Thursday, February 19, 2015

February slog

This photo was an accident. I had found that snapshot of my daughter and my wheelchair-bound father among my mother's things, and I held it up to snap a picture with my phone. I had not realized that my mother was in the background having lunch. The result was this photo of both my parents at the end of their lives. My father died of cancer nineteen years ago today, which was less than a month after this photo was taken. I miss him. My mother is still with us, but unbearably frail. I miss her, too. And then there is my daughter at one year old. As my father slipped away, she and her then four-year-old brother were the promise of everything yet to come, the realization of their grandparents' legacy and their undying love.

It's 18 degrees outside. My son doesn't go in to work until the afternoon on Thursdays, and he's sleeping in. He needs the rest. Sometimes I feel bad that he's working so long and hard, but then I remember myself at 23, and I didn't get home from work till ten or eleven at night. I'd eat a bowl of cream of wheat for dinner and then crash. I was working as a reporter at Life magazine then, and I traveled every other week. Those days of reporting and working with photographers in the field could stretch till past midnight. I never felt sorry for myself, so perhaps there is no reason to feel sorry for my boy. He's doing his life. If he doesn't like the way his life is set up, he'll make a change. Maybe fly off to Australia for a year or two. Maybe move into an apartment with two of his buddies (the alternate plan). One of his friends is in finance on Wall Street and my boy is now an investor. So many young people are unemployed in this economy and he has two jobs and investments, even as he waits to hear about the EMT gig for the FDNY. As much as he likes to have fun, he's a planner and a doer. He's never been lazy. He'll be okay.

I'll be okay, too, even if T.S. Eliot got it wrong when he called April the cruelest month. It's definitely February. I'm struggling a bit with the blahs. Work is helpful, because I'm at the editing stage on a manuscript. The whole thing is written now and it's just a matter of smoothing and polishing and layering in. This is the fun part. And then I will begin a new project. Lots of anxiety around the beginning stages. I always wonder how I will ever get to the finish line. So I try to imagine that in some parallel reality, the project is already complete and I just have to live into that eventuality. I'll manage to get it done because in a parallel universe I already have! The tricks we play.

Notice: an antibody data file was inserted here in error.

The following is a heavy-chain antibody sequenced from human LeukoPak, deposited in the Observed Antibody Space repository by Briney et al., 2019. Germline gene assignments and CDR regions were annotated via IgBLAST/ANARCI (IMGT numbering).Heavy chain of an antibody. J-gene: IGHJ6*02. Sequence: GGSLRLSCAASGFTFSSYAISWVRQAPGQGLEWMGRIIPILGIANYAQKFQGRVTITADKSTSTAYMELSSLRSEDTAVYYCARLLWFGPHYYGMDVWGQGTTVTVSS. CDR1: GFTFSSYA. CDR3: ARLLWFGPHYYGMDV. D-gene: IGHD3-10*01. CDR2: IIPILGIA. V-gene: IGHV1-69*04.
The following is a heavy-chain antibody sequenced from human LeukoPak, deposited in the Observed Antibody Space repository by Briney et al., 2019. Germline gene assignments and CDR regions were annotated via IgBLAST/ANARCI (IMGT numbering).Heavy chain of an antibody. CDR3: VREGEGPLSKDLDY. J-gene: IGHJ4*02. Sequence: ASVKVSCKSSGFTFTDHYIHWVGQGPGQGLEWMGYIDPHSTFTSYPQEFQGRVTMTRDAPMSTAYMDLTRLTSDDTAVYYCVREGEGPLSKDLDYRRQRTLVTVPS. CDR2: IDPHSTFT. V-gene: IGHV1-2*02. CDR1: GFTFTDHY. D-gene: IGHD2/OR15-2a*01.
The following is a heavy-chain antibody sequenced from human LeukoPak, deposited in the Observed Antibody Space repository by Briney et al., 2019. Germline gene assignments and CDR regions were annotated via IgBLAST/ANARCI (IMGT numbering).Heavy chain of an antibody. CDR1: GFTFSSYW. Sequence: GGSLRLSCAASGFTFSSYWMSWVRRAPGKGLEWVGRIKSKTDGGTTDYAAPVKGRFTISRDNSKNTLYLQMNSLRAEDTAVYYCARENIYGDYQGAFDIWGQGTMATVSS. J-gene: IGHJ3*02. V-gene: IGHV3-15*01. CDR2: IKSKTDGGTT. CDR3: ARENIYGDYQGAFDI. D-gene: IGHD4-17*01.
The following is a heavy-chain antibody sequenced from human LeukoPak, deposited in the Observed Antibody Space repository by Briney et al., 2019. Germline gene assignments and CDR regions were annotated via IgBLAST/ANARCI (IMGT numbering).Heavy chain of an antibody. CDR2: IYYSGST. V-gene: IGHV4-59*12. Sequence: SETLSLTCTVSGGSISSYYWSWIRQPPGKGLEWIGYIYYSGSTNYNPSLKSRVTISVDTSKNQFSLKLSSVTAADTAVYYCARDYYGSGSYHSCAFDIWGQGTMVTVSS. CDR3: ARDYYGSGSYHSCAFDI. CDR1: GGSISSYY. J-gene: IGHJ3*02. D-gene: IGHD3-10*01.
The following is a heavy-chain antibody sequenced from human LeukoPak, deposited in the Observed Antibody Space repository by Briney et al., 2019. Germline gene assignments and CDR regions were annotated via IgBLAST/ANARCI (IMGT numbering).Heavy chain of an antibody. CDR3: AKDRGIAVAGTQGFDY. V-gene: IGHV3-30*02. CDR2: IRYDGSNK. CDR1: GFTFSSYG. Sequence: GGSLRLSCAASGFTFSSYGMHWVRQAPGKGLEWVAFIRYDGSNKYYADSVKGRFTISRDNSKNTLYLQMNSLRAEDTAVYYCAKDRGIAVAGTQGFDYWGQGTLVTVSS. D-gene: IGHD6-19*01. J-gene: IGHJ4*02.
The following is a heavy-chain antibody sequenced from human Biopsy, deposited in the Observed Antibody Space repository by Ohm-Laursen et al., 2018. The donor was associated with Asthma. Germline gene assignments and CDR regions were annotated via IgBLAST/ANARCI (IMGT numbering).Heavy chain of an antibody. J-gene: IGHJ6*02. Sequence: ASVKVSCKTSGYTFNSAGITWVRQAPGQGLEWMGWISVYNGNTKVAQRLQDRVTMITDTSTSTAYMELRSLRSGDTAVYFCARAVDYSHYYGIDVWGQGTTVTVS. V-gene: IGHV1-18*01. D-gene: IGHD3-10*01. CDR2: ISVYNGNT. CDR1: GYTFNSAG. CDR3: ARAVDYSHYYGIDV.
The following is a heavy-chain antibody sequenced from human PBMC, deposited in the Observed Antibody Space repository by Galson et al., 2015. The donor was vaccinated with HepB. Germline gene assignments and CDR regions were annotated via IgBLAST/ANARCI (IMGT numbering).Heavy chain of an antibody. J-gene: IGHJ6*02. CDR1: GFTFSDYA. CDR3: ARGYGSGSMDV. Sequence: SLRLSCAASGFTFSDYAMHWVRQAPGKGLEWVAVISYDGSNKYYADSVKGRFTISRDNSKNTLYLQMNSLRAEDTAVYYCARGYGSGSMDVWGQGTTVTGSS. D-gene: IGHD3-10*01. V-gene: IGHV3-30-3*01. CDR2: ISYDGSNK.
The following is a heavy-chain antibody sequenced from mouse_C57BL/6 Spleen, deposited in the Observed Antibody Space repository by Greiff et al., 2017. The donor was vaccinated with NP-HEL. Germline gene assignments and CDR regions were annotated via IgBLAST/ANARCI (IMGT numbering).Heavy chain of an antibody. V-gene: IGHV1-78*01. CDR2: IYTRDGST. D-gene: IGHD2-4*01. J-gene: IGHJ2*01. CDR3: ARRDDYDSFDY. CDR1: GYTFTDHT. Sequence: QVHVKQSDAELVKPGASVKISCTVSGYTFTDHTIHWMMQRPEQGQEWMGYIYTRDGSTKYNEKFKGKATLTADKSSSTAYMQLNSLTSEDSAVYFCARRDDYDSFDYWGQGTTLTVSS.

1. I am so glad that you can remember when you were so young and working so hard. It does put perspective on things, doesn't it? And reminds you that things do work out.
    As you know. Even if it's so hard to believe sometimes.
    Stay warm.
    Sending love.

  2. You have well raised children. It is always a pleasure to read about them.As for the winter slog, it is hard some days to remember that I live in the sunniest part of the nation because of all of the upper respiratory stuff going around...I've had it twice now and cannot wait for this season to be done. As for editing and writing, like you, I've always found writing to be more work than editing but while I've done plenty of both, there is nothing like the feeling one has when sitting before a blank page or screen and filling it somehow to the satisfaction of a client. Best to you.

  3. Yes, I agree with Ms. Moon. And you've helped me so much this morning as I contemplate each of my own children's futures. Oh, and my own work and how I'm going to get to the finish line. I love your parallel world. Thank you for planting that idea in my brain!

  4. Wow, I love the photo. Sometimes the best pictures are accidents.

    I've never understood why April is supposed to be so cruel. I agree -- it's February! Being in Florida at the moment, in a place with plentiful sunlight, has helped an immense amount...

    Bravo for your son and his industriousness. (Is that a word?) It is good to remember our own youths. Hard to imagine I ever had the energy for two jobs plus college, but I once did!

  5. Lovely photographic accident. I too still miss my father; it's like a permanent hole in the universe.
    But your parallel reality strategy is something I employ too little these days, so what a truly helpful reminder that is!

  6. There are so many things to think about with this post.

    The loss of a parent - I do think about that and sometimes will prepare myself for it by imagining it has already happened. And then I will wake up in the middle of the night to realize that everyone is well and happy. My fears alleviated for a moment but only for a moment. I am grateful and scared all at once. Such an odd thing to do to myself.

    Work - It is never work - or rarely - if it is something motivating and meaningful. You found it and it seems like he is working that out rather well.

    Writing - Haha, I do the same thing. With my dissertation I imagined a time when it would be complete and that helped me through the seemingly never-ending process.

    On a unrelated note, you are so talented and genuine. I am really grateful that we have connected through our blogs and appreciate your words, support, and kindness.